Bin Laden's death spurs memories for Durant

Marc J. Spears
Yahoo Sports
Bin Laden's death spurs memories for Durant
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Smoke billows from the Pentagon shortly after a hijacked plane crashed into the building on September …

OKLAHOMA CITY – The morning of Sept. 11, 2001, began just like any other day at Walker Mill Middle School in Capitol Heights, Md., for seventh-grader Kevin Durant(notes). That is, until he and the other students heard a loud explosion in the distance from their classroom.

Within hours, Durant would learn that American Airlines Flight 77 – hijacked by terrorists as part of a plot by Osama bin Laden – had crashed into the Pentagon some 12 miles away from his middle school. Nearly 200 people were killed in the attack.

"I heard a big boom and I saw some smoke, and I was like, 'What?' " Durant told Yahoo! Sports on Monday. "They let us out of school early and they said the Pentagon got hit. My mom said [on the phone] she could see the smoke from her job, so I was worried about her. My grandma came and picked me up and we heard planes flying over. Everyone was scared. It was like something out of a movie.

"It was tough for our neighborhood for something to hit so close. Something so important got destroyed and so many people died from it. It was crazy."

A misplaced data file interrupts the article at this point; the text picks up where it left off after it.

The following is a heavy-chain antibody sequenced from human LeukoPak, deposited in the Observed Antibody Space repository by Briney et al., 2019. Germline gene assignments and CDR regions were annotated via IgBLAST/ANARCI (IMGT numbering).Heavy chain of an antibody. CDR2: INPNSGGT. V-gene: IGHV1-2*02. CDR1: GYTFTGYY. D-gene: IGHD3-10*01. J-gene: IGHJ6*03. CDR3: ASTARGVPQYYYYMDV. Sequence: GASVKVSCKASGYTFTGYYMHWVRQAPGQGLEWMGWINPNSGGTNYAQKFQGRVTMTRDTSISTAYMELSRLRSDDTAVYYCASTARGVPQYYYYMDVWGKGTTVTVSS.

Durant was reminded about the day after learning on Twitter late Sunday that American forces had found and killed bin Laden. The Oklahoma City Thunder star had yet to turn 13 on the day of the 9/11 attacks and didn't understand the true significance of them until he grew older when he wondered why "someone would do something so cruel like that."

"It affected us a little bit by us being so cautious about everything," Durant said. "I was paranoid about stuff. The first time I got on a plane was a year after that. I was scared. It was me and my mom together and we were both scared. It was tough.

"But it brought us together as a country. We got to continue to lean on each other."

While people in Durant's hometown of Washington celebrated bin Laden's death in front of the White House early Monday, Durant didn't feel the same need to celebrate.

"I'm not big on rejoicing because we killed the enemy," Durant said. "Jesus wouldn't do that. …It's big for our country. It's someone they were looking for a long time. But I'm not into rejoicing over a killed enemy."